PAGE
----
Reviewed by: Charles Dauphin. www.profilprog.com
15 July 2016
"Hey! It's your lucky day. "The great Red Bazar circus comes to town with" Tales from the Bookcase ", their fourth album (if we include the EP" After The Ice Storm "published in 2013). The group, originally instrumental, enlisted the services of Peter Jones to add the vocal dimension. The result is a "conceptual" album without being "concept" under itself. Without following a single theme, the album listens like one would read a collection of tales.
In the introduction, the group wants to ensure capture our attention with a dark instrumental piece at slow pace, which the soundscapes are superimposed to create a floydienne atmosphere. After this introduction we find a collection of stories that I found interesting both in the music texts whose wealth knocked me down. For most songs, Peter Jones drew inspiration from his favorite novels for writing texts in order to tell us the tragic fates and sometimes cruel to his characters or to ask a reflection on our existence. This is the case, among others, the flagship piece of the album (in my opinion) "Lights of Home" which tells the story of HMS Ulysses (Alistair MacLean, 1955), a ship that was escorting a convoy to Murmansk during World war II. The melody alternates between the intensity of the naval battle against superior forces in an icy sea and introspection Captain Vallery leading his brave sailors to certain death.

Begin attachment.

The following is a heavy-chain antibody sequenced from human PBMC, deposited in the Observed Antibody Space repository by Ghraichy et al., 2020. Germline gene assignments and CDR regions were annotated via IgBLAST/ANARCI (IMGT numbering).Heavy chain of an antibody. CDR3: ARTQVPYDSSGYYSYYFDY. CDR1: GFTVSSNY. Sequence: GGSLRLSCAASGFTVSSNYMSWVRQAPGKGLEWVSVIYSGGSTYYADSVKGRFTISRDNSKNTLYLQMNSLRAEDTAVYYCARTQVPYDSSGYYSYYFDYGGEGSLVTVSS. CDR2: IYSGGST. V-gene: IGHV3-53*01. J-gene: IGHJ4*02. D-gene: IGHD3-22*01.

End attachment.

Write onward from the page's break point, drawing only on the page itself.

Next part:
"Queen of the Night" is a story in two episodes (the second and eighth album tracks). Jones plays the role of narrator, Queen, Man-Fort and the Master (which has the Queen as he owns the beasts of the circus). The singer and lyricist spread us all his vocal talent, sometimes power, sometimes smoothly. The melody is delivered and harmonizes perfectly with the tone of the story.
"Calling Her On" picks up where "A Space Oddity" left us (ironically the album was released the same year Bowie passed away). The song presents the wife of Major Tom as she must deal with the disappearance of her husband. The melody is first aerial and airy but becomes heavier as Mrs. Tom dark despair.
"Tales from the Bookcase" has everything I love symphonic prog. Rich and catchy texts, melodies and rhythms that are well supported by texts, shades, harmonies and musical bond between instruments and images that scroll in the head like being at the movies. In this 2016 years which is constantly surprised by the number of albums and musical quality available on the market, "Tales" is excellent figure and should be reflected in your collection.